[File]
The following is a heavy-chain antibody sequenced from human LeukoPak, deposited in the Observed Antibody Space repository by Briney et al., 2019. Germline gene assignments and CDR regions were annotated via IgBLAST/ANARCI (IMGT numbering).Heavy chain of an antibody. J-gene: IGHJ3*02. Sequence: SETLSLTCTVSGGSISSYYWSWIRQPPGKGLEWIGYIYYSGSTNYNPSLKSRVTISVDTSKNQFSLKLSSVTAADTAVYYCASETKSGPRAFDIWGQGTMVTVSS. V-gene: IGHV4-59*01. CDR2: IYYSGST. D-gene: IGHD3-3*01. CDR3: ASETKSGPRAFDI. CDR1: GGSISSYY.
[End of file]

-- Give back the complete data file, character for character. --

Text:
The following is a heavy-chain antibody sequenced from human LeukoPak, deposited in the Observed Antibody Space repository by Briney et al., 2019. Germline gene assignments and CDR regions were annotated via IgBLAST/ANARCI (IMGT numbering).Heavy chain of an antibody. J-gene: IGHJ3*02. Sequence: SETLSLTCTVSGGSISSYYWSWIRQPPGKGLEWIGYIYYSGSTNYNPSLKSRVTISVDTSKNQFSLKLSSVTAADTAVYYCASETKSGPRAFDIWGQGTMVTVSS. V-gene: IGHV4-59*01. CDR2: IYYSGST. D-gene: IGHD3-3*01. CDR3: ASETKSGPRAFDI. CDR1: GGSISSYY.